Improving timing

Discussion in 'Tennis Tips/Instruction' started by markzolotoy, Jan 15, 2013.

  1. markzolotoy

    markzolotoy New User

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    I have been playing with a guy who has good understanding about how a tennis player needs to prepare for ground strokes: both forehand and backhand. What he has identified that I have a severe timing problem preparing for a forehand ground stroke. Even he is placing balls very well I am still having issues positioning myself properly: the biggest problem is that I am not opening up in time. I am waiting too long for the ball to bounce. As a result I dont have enough time to get the racket behind me and rotate my body. To compensate for that I often use some jerky movement to get into position. One would say it is all in your head and I totally agree, the only sad thing is that I have absolutely no such problem with backhand stroke, so, there is a hope :) I am looking for some tips to improve my timing. What would experienced players recommend?

    Thanks
     
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  2. LeeD

    LeeD Bionic Poster

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    Search the vids of Federer just warming up for a casual practice.
    Notice he doesn't need to move his feet whatsover. His shoulder turn allow him to hit a clean ball early every time.
    Start the shoulder turn as soon as you recognize the balls travel to forehand or backhand, and well BEFORE the ball passes the net.
     
    #2
  3. markzolotoy

    markzolotoy New User

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    Aha, you are saying turn the shoulder as soon as I see what direction the ball is going to but do not move feet just yet, correct?
     
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  4. LeeD

    LeeD Bionic Poster

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    I"m saying the shoulder matters, the feet only to give you a ready position in response of the next ball.
    Now when you start to hit for real, correct feet becomes increasingly more important.
     
    #4
  5. luvforty

    luvforty Banned

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    go to the other extreme by preparing too early on purpose, turn back as if you are gonna hit a ball in the air without bounce... that's obvious too early... then find the mid ground where feel comfortable.
     
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  6. Cheetah

    Cheetah Hall of Fame

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    Have you tried practicing?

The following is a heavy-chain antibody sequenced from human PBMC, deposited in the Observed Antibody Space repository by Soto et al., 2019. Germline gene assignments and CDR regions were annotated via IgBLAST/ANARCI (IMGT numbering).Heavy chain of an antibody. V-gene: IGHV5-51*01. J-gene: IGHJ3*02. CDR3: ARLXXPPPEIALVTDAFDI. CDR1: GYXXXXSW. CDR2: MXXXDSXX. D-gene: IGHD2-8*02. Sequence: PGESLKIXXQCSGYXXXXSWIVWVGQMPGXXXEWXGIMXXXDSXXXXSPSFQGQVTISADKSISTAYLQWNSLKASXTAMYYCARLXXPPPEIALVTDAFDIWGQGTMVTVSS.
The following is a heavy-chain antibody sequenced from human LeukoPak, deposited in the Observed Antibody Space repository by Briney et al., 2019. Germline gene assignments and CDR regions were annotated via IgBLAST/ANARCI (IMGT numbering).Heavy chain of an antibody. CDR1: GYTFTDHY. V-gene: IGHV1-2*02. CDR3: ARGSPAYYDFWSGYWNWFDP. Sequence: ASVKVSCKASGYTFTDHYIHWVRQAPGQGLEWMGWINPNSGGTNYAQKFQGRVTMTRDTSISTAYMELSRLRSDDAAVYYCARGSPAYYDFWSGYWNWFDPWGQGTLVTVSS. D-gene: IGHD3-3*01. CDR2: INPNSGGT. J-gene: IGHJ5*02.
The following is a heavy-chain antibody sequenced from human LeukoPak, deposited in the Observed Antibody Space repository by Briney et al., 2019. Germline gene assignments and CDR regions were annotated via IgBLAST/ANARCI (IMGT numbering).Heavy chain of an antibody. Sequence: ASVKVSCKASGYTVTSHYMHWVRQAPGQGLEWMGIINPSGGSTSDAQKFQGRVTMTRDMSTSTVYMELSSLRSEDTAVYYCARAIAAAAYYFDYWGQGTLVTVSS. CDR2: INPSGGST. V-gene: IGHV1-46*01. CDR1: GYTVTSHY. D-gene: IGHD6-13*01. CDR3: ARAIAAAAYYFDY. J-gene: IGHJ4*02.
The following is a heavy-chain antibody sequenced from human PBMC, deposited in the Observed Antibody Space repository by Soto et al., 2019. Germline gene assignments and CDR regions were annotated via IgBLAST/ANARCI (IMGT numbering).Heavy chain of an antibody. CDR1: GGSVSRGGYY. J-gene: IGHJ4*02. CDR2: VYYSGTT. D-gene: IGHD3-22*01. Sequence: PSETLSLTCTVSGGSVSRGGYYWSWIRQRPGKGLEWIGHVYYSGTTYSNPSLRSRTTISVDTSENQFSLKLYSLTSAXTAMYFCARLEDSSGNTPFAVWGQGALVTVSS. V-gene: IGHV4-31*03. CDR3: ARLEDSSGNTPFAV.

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  7. markzolotoy

    markzolotoy New User

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    Yes, I am practicing. But I need to find something that would help me to get into a proper preparation routine. Another question. At what point am I taking my other hand of the racket? When a ball is bouncing?
     
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  8. Cheetah

    Cheetah Hall of Fame

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    are you actually practicing where someone is feeding you forehands over and over or hitting against a wall or a ball machine?
     
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  9. jakeytennis

    jakeytennis Rookie

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    try keeping both hand on the racket longer and keep the racket in front of you longer. this helps you track the ball better
    dont take the racket back completely until around the bounce
    trust me, you will have enough time.
    taking the racket back too early hurts your timing and footwork a lot
     
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  10. markzolotoy

    markzolotoy New User

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    Yes, he is mostly feeding forehands and backhands. I must say that practicing with a ball machine feels much better and my timing is much better. In a couple of minutes I am getting into routine and have no problem preparing for a shot. It's just when a ball is flying randomly I m not preparing myself correctly for forehands. More specifically, it would take much more time before it starts feeling that I am getting into a proper routine. While playing with the machine I feel it almost right away.
     
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  11. markzolotoy

    markzolotoy New User

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    Yeah, that what is messing up my head. My hitting partner is saying that I have to be prepared by having the racket behind. But sometimes it feels when a ball is flying slower or shorter I am too early with that. Is there a good video that would show a proper preparation for a forehand?
     
    #11
  12. morandi

    morandi Rookie

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    Just focus on what is in front of you, the ball. Do not worry about what is behind you, the racquet take back. That will help your timing the best. Just focus on thinking about what you want the strings to do to the ball.
     
    #12
  13. Zolar

    Zolar New User

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    Start slow